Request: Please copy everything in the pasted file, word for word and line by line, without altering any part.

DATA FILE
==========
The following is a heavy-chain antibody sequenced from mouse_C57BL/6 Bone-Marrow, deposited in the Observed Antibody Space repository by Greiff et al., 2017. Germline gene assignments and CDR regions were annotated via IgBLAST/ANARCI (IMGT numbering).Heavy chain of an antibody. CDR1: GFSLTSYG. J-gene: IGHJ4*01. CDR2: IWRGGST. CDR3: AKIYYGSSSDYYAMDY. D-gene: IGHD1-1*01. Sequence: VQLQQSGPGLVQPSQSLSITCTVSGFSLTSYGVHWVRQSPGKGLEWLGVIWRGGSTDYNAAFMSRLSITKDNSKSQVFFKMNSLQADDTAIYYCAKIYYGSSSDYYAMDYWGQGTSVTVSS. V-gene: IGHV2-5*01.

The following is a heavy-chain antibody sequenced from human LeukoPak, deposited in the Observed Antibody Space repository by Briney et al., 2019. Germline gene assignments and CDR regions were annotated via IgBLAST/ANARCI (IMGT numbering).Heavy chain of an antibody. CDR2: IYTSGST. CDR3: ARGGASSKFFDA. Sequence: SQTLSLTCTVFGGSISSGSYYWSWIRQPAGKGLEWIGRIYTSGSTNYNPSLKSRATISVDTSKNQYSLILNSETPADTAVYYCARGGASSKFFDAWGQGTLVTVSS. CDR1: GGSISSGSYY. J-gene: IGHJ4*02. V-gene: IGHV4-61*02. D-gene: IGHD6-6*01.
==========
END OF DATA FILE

The following is a heavy-chain antibody sequenced from mouse_C57BL/6 Bone-Marrow, deposited in the Observed Antibody Space repository by Greiff et al., 2017. Germline gene assignments and CDR regions were annotated via IgBLAST/ANARCI (IMGT numbering).Heavy chain of an antibody. CDR1: GFSLTSYG. J-gene: IGHJ4*01. CDR2: IWRGGST. CDR3: AKIYYGSSSDYYAMDY. D-gene: IGHD1-1*01. Sequence: VQLQQSGPGLVQPSQSLSITCTVSGFSLTSYGVHWVRQSPGKGLEWLGVIWRGGSTDYNAAFMSRLSITKDNSKSQVFFKMNSLQADDTAIYYCAKIYYGSSSDYYAMDYWGQGTSVTVSS. V-gene: IGHV2-5*01.

The following is a heavy-chain antibody sequenced from human LeukoPak, deposited in the Observed Antibody Space repository by Briney et al., 2019. Germline gene assignments and CDR regions were annotated via IgBLAST/ANARCI (IMGT numbering).Heavy chain of an antibody. CDR2: IYTSGST. CDR3: ARGGASSKFFDA. Sequence: SQTLSLTCTVFGGSISSGSYYWSWIRQPAGKGLEWIGRIYTSGSTNYNPSLKSRATISVDTSKNQYSLILNSETPADTAVYYCARGGASSKFFDAWGQGTLVTVSS. CDR1: GGSISSGSYY. J-gene: IGHJ4*02. V-gene: IGHV4-61*02. D-gene: IGHD6-6*01.